“Last Song for Migrating Birds” an article published at National Geographic was the inspiration for our volunteer Moed Gerveni

When I left Albania in 2012, the thought of wildlife biology and conservation as a career had never crossed my mind. As a matter of fact, it took me four years of living in the city where American ornithology was born – Philadelphia, USA – to realize the immense opportunities, and need for immediate action for younger generations to join the fight across the world. Until 2018, I remained ignorant of the fact that pioneers like AOS and Dr. Taulant Bino joined such battle in my own country years ago. Between a news report I found on YouTube and the famous National Geographic article “Last Song for Migrating Birds”, both of which featured the works of AOS and Dr. Taulant Bino, I decided it was my time to contribute to their cause.

After having received a formal training at the oldest scientific institution on the western hemisphere, I did not have much expectations; a younger, more arrogant version of myself had just found out ornithology was a thing in Albania so how advanced could AOS be? To my surprise, I was welcomed by a group of uplifted, positive, and motivated people who made me feel at home. Equipped with razor-sharp ears and Swarovski scopes (the best equipment for birdwatching), Dr. Bino and project coordinator Erald Xeka would identify birds in a fraction of a second. To my amazement, and their annoyance I am sure, they identified every bird by its common English names because I was not familiar Latin and Albanian names! (example: Moustached Warbler / Acrocephalus melanopogon). From conversations with the group I learned that their largest challenge – as is the case with most NGOs from smaller countries – was the lack of available field assistants. AOS had grand plans in mind, and certainly the intellectual power and network to do it, yet field hands, something that organizations take for granted in the United States, were the scarcest resource to come around. I certainly could help.

Around early November 2019, we loaded up the car and headed toward Tale, Lezhe, the site of an ongoing investigation into the arrival of Moustached Warbler in collaboration with AOS’s Hungarian partners, the very same project I had seen on YouTube a year ago! We cleared 72 meters of corridors in a reed swamp, set up the nets and BOOM, the birds started rolling in. However, it was not the birds that impressed me the most, but the level of effort displayed by AOS to fund such project. Here I was, living with three people I did not know two days ago, hanging out on the beach for 14+ hours a day, talking, joking, listening to music, singing traditional music, and trading stories. I felt like I had known Erald, Klea, and Admir for a lifetime. Most importantly to me, we were Albanians doing much-needed science in our own country. In my head, we made Albania a better place that week.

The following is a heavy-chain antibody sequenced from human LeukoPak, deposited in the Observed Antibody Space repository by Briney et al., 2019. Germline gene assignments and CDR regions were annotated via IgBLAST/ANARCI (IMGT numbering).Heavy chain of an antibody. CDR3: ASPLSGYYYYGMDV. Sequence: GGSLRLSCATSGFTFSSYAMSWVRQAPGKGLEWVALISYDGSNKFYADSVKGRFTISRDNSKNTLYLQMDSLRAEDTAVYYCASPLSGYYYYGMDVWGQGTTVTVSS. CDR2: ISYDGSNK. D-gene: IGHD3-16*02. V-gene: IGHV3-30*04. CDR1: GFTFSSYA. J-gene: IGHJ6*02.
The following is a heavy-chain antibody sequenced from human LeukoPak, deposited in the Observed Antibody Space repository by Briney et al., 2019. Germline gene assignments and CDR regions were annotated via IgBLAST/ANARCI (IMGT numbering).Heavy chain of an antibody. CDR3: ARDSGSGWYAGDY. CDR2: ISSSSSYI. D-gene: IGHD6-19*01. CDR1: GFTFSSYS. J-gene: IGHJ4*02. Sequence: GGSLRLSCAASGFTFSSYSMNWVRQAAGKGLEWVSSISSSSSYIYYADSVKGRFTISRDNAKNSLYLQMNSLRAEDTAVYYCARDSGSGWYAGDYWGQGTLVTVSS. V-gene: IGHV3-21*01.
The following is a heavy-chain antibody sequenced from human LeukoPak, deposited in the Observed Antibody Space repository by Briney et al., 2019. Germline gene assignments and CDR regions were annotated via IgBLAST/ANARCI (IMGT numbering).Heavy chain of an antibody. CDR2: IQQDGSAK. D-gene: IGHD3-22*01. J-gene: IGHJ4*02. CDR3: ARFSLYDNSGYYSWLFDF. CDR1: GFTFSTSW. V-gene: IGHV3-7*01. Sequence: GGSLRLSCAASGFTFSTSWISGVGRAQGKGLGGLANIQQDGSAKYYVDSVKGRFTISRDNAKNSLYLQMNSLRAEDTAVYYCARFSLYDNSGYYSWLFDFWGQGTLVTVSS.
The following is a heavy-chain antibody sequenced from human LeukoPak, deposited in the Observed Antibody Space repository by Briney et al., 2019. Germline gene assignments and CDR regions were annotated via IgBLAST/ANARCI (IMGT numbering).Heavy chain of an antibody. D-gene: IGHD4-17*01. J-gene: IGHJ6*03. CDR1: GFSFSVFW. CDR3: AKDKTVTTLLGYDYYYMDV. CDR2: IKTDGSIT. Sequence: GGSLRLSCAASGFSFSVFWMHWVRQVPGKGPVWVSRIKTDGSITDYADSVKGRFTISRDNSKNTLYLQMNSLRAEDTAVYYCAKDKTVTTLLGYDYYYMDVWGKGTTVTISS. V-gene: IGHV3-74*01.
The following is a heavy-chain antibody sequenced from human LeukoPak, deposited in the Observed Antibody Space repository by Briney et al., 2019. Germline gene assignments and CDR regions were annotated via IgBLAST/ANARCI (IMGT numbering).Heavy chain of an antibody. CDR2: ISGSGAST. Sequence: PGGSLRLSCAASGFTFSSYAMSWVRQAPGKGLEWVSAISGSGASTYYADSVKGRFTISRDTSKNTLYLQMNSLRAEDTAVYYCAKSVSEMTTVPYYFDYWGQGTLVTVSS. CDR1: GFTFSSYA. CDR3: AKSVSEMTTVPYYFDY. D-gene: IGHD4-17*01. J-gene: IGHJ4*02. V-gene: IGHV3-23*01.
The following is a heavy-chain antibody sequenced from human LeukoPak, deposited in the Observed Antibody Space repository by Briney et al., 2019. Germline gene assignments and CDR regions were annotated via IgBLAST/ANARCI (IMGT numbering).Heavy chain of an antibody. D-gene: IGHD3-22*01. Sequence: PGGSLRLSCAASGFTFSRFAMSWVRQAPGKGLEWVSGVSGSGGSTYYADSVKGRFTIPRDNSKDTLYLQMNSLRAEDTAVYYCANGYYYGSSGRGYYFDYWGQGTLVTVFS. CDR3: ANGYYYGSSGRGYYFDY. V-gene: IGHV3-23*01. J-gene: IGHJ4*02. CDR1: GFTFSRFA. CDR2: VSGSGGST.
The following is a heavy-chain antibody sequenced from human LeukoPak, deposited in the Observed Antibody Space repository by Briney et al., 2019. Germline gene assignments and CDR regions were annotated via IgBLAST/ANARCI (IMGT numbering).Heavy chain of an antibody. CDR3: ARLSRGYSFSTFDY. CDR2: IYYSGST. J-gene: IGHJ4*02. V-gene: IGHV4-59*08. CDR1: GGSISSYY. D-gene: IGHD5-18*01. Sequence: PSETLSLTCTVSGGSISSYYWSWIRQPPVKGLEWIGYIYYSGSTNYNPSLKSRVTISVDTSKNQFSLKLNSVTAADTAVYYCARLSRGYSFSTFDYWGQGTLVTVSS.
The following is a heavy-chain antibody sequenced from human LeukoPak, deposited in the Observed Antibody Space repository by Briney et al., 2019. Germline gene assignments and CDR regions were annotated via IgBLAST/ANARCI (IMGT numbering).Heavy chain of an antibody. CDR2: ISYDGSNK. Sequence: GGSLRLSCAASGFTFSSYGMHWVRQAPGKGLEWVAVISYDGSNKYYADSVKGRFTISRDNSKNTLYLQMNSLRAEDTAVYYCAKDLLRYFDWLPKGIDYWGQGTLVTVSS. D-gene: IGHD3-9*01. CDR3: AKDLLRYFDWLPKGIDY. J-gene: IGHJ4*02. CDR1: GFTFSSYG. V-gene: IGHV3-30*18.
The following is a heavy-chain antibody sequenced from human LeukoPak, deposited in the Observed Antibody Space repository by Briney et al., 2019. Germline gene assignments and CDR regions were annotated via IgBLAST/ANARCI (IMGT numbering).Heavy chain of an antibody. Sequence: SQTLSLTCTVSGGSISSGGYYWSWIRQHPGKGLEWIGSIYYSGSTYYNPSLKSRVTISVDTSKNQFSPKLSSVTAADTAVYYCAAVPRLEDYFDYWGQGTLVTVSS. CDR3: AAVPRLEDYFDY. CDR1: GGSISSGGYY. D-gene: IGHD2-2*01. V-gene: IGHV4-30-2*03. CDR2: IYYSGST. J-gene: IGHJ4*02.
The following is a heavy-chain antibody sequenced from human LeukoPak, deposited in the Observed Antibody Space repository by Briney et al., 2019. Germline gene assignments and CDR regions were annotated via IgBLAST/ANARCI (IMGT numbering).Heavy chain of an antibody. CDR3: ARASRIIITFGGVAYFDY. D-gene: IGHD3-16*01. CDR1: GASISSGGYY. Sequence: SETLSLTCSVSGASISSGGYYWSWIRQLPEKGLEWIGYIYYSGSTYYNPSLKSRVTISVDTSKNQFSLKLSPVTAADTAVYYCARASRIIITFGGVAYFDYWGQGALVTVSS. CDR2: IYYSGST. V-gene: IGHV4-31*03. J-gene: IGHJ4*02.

E.O. Wilson, one of the greatest scientists of our times, suggests that every living organism is perfectly suited to answer a specific question. To take this concept a step further, my mentor and friend Matthew R. Halley, has taught me that every human being is perfectly suited to solve a specific problem. Over time I have grown convinced that the crew at AOS are the group of human beings perfectly suited to tackle the issue of bird conservation in Albania. I returned from Tale impressed with what I had seen. AOS had certainly shattered by expectations and they continue to do so. AOS is actively engaged in education of the youth and raising awareness, one of the most important facets of conservation. It is easy to set up some nets and place rings on them. But organizing education and research campaigns on wildlife poisoning? Dangerous patrols against illegal hunting at night? Taking young children out to teach about the importance of conservation? Fighting against urban development projects in UNESCO-recognized habitats? That is when the true face of AOS emerges: an ornithological organization that goes beyond placing rings with numbers of the legs of birds or counting them on trees. These people are literally sacrificing their own time and comfort, sometimes even their life, to make sure that Albanian people as well as Albanian birds live up to the same life standards as other developed countries that we have admired for so long. One thing for sure, AOS has reconnected me to my Albanian roots and made me proud to call myself an Albanian biologist. I hope my story inspires other young Albanians immigrants from any professional field to return home, even temporarily, to give back in any way they can and share their blessings with those who are not so fortune. Our story has just begun!